No. 162
13th December 1867
My Lord Duke,
I ventured to telegraph to Your Grace recently a statement that the Colony was in very considerable financial embarrassment, and IenquiredManuscript image enquired whether there was any possibility of our being assisted by a temporary loan from the Mother Country. If not, I had to state that I am afraid I should have to make some considerable reductions in the staff of Public Officers.
2. I must now furnish some justification for the steps I took. I enclose a statement of our financial position as prepared by theAuditorManuscript image Auditor. It will be seen that we shall on the 31st December next require $223,000 dollars more than we shall possess to meet existing liabilities. This is entirely independent of $22,000 recently funded at 12 per cent interest. Of the $223,000 dollars, $110,000 are an overdrawn account at the Bank of British Columbia and upon this amount the Directors give us notice that they willchargeManuscript image charge interest at the rate of 18 per cent per annum after the 31st December 1867. $30,000 dollars will be required to redeem Debentures falling due on the 31st Decr.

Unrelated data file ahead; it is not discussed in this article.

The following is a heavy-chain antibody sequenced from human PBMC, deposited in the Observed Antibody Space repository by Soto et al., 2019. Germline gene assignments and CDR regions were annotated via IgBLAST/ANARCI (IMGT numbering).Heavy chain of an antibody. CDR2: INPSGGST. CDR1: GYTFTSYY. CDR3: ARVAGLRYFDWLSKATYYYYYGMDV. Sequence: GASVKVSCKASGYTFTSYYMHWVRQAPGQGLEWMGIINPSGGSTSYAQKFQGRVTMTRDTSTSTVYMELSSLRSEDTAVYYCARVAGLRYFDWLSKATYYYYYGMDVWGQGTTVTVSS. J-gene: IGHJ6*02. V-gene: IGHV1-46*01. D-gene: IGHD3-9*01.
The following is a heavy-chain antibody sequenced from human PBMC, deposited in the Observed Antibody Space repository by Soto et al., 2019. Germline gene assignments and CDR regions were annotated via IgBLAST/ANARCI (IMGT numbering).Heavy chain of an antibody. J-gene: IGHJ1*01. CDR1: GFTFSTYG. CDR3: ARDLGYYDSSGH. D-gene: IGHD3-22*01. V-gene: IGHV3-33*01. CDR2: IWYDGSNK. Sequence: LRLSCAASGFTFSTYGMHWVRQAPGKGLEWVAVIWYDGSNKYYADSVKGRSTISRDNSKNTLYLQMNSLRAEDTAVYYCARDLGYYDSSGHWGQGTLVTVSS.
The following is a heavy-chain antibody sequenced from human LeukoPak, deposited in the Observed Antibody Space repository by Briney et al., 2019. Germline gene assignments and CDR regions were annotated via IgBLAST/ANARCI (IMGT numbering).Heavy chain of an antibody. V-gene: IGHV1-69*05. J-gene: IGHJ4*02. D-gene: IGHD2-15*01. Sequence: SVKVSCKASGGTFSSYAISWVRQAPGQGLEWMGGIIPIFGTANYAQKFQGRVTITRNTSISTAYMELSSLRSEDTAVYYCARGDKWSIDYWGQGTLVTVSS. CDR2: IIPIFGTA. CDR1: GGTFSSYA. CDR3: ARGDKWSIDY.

3. We shall be incapable from existing sources to pay off this overdrawn account or to redeem these debentures. The exact amount of Revenue that is likely to come in up to the end of the year will beaboutManuscript image about $42,000. The first charge on this is for interest and floating debt. This amount to $39,200 which seems likely to leave less than $3,000 to carry on the machinery of Government to the end of the year, and to pay past Liabilities which altogether and irrespective of the Bank debt and debentures falling due, amount to the sum of $85,000 so that assuming we can arrangewithManuscript image with the Bank for a delay in the payment of the overdraft and arrange with the Debenture holders to renew the Debentures there is a sum of $85,000 for past and accruing liability that we are unable to meet.